It's All About the Lines

Updated: Feb 10

This week I started a photography course—The Art of Seeing. It goes over the elements of design and provides lots of tips and techniques for composing great shots. The instructor, Bryan Peterson, shows how to take a promising scene and make it much better. The assignment this week was to explore lines, textures, and color.


The inside of my piano, with a flower added for contrast and color. I had to use my iPhone for this shot because the lid made it awkward to use a larger camera. The flower was purple, but I changed it to a color I thought more complementary.

I have stumps galore on my property. The concentric growth rings ad cracks provide a lot of texture. I had to "prune" my hanging geranium to add a pop of color. As much as I liked the texture itself, adding the color made the image better.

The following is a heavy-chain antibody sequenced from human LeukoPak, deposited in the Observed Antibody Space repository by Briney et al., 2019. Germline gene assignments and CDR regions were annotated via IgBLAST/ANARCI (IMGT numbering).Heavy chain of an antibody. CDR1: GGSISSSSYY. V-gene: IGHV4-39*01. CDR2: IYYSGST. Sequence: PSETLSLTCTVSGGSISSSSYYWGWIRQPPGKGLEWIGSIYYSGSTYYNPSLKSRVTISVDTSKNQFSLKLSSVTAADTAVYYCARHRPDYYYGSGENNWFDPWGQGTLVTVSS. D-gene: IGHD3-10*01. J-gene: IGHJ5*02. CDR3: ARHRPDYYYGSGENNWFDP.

Enough of the flowers! I decided to compose something with a strong leading line. Unlike Bryan Peterson, who always seems to have a model nearby who is wearing red, I never have any people willing to pose. Neither do I bring props with me to add into a scene. (Something I will start doing in the future.) I liked the image of the railroad tracks, but I could already hear the criticism that the leading line is leading nowhere. So I digitally added a glass of wine. It was the easiest item to add because of its clean lines and ability to blend with the sky. And it is California, where all roads (and railroads) lead to wine!



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